The mortgage market in Britain is experiencing a significant change as the reasons why people remortgage evolve, a new analysis has found. Home owners
The mortgage market in Britain is experiencing a significant change as the reasons why people remortgage evolve, a new analysis has found.
Home owners are moving away from short term deals and variable rates and onto five year fixes at low rates in moves to guarantee certainty and financial security, according to the report from conveyancing service provider LMS.
Just 15% of home owners remortgaged to lower their monthly repayments in July compared to 21% in June and only 15% of home owners remortgaged to increase the size of their overall loan in July, a fall from 19% in June.
The analysis suggests that instead of remortgaging to lower monthly repayments or borrow extra money, home owners appear to be nervous about interest rates increasing and remortgaged onto long term deals at attractively low rates for certainty and financial security.
Just 2% of remortgagors predict interest rates to fall in the next year, with the remaining 98% expecting rates to either stay the same or rise.
Over a third, some 37% fixed onto a five year deal in July, the greatest since numbers were first tracked, and a large increase from 7% who previously had a fixed five year product.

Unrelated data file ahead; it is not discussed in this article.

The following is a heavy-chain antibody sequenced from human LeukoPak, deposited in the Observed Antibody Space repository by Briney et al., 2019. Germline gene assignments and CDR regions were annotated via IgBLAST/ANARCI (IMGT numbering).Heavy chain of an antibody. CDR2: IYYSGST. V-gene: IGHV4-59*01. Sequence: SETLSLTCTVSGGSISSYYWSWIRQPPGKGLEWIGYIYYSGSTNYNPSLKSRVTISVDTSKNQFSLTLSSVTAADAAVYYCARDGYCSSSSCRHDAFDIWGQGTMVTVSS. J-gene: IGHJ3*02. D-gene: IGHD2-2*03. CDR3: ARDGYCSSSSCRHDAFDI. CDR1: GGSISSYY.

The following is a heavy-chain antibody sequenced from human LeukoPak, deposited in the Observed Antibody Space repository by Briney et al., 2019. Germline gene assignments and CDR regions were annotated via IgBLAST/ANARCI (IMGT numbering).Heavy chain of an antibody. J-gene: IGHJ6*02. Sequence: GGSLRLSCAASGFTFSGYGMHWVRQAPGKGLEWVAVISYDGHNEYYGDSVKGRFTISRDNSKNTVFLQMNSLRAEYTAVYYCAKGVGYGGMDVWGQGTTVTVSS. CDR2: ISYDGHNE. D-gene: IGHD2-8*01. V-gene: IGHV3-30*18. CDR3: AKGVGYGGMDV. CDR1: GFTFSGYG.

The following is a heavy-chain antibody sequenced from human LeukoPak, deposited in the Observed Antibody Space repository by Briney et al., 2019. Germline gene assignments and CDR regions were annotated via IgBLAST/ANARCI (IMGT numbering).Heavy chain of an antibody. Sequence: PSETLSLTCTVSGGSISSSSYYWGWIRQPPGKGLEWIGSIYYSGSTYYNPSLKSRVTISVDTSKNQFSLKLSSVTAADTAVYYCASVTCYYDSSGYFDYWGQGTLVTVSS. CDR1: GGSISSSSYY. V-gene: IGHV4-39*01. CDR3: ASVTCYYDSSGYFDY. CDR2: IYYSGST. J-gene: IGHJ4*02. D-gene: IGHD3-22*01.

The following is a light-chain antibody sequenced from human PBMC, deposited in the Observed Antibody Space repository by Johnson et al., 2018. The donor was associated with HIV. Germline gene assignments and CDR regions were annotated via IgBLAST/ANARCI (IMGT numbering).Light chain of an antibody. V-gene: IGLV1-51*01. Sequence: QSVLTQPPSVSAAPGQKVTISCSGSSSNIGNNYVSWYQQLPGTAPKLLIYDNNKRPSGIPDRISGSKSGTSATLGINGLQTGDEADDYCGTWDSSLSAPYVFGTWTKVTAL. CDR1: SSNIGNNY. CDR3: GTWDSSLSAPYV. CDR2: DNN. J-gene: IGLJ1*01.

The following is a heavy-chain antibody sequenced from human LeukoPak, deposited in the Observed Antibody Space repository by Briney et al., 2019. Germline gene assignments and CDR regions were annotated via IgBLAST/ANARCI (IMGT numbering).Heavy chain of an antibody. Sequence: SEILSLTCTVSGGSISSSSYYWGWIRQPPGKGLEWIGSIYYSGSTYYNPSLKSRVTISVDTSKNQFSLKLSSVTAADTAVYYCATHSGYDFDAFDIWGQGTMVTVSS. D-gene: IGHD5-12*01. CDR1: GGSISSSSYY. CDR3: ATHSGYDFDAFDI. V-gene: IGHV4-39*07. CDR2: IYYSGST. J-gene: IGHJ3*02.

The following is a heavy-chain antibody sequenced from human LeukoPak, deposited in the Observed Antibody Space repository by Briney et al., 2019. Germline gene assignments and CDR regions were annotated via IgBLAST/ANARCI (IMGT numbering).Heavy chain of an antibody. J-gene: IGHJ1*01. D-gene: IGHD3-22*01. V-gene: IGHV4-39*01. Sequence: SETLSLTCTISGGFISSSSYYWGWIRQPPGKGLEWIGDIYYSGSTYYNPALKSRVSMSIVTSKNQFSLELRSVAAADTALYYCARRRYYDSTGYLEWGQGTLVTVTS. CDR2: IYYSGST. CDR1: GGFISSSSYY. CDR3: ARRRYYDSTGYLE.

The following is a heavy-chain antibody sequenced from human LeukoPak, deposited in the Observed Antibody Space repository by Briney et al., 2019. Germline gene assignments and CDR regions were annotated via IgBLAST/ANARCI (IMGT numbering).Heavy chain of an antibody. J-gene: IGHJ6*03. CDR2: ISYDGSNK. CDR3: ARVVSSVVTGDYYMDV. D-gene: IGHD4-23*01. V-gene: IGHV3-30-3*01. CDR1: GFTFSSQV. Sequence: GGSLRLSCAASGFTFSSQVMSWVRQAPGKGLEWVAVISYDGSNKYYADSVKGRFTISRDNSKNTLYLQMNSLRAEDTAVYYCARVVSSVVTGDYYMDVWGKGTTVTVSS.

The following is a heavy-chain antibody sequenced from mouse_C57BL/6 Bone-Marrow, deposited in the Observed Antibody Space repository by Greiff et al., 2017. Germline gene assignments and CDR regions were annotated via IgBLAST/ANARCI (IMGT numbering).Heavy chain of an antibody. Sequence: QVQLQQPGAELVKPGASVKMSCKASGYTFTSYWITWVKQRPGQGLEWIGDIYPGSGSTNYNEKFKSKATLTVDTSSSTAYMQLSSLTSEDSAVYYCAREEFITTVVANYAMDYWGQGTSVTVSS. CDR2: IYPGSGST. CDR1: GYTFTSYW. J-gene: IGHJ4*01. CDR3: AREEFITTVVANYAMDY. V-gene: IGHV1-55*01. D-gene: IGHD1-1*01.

The research also shows that the average mortgage rate in July was 2.07%, significantly lower than the average rate of 2.41% in July 2016.
‘We are seeing a significant change in consumer behaviour when remortgaging. Typically, over the last year, people were remortgaging to save on their monthly repayments or borrow additional funds. Instead, with rates low and expectations of a rate rise high, people are fixing for longer for added financial security,’ said Andy Knee, chief executive of LMS.
‘Borrowers are taking shelter from future rate rises and preparing for potentially turbulent times to come. The way people borrow is changing, there is a significant decline in interest-only and variable rate deals, and fixing for longer appears to be the top priority. It’s a flight to financial security,’ he explained.
The number of people remortgaging their home in July increased by 12% from 34,300 in June to 38,348. In addition, the value of remortgage transactions increased by 3% between June and July from £6 billion to £6.2 billion.
The increase in remortgaging activity was driven by improved affordability in the previous month. The average annual repayment fell from £8,197 in May to £8,080 in June. Meanwhile, the percentage of total income that the average annual mortgage repayment accounted for dropped to its lowest level this year, from 17.5% in May to 17.1% in June.
‘Remortgagors benefitted from a bumper month in July as affordability improved to a yearlong high. This propelled overall activity. With interest rates still low and lenders competing with one another to offer customers the best possible deal there has never been a better time to remortgage in 2017,’ Knee added.